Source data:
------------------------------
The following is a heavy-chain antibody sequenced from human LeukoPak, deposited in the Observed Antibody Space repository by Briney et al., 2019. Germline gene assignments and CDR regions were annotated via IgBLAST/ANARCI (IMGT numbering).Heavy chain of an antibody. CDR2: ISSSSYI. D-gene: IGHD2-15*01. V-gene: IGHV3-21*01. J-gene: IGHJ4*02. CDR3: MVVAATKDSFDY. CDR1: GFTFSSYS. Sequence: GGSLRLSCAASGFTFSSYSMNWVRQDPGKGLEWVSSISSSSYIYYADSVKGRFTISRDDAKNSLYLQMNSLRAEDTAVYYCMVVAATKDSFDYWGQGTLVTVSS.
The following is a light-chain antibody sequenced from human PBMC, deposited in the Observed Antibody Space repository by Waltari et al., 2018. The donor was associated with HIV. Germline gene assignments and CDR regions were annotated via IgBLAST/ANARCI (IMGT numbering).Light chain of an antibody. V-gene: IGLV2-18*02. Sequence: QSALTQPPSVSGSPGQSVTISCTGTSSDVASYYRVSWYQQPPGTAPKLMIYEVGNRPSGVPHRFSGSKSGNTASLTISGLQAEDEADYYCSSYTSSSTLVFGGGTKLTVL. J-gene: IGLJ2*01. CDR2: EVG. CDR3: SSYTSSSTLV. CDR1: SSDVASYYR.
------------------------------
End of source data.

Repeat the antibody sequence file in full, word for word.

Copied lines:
The following is a heavy-chain antibody sequenced from human LeukoPak, deposited in the Observed Antibody Space repository by Briney et al., 2019. Germline gene assignments and CDR regions were annotated via IgBLAST/ANARCI (IMGT numbering).Heavy chain of an antibody. CDR2: ISSSSYI. D-gene: IGHD2-15*01. V-gene: IGHV3-21*01. J-gene: IGHJ4*02. CDR3: MVVAATKDSFDY. CDR1: GFTFSSYS. Sequence: GGSLRLSCAASGFTFSSYSMNWVRQDPGKGLEWVSSISSSSYIYYADSVKGRFTISRDDAKNSLYLQMNSLRAEDTAVYYCMVVAATKDSFDYWGQGTLVTVSS.
The following is a light-chain antibody sequenced from human PBMC, deposited in the Observed Antibody Space repository by Waltari et al., 2018. The donor was associated with HIV. Germline gene assignments and CDR regions were annotated via IgBLAST/ANARCI (IMGT numbering).Light chain of an antibody. V-gene: IGLV2-18*02. Sequence: QSALTQPPSVSGSPGQSVTISCTGTSSDVASYYRVSWYQQPPGTAPKLMIYEVGNRPSGVPHRFSGSKSGNTASLTISGLQAEDEADYYCSSYTSSSTLVFGGGTKLTVL. J-gene: IGLJ2*01. CDR2: EVG. CDR3: SSYTSSSTLV. CDR1: SSDVASYYR.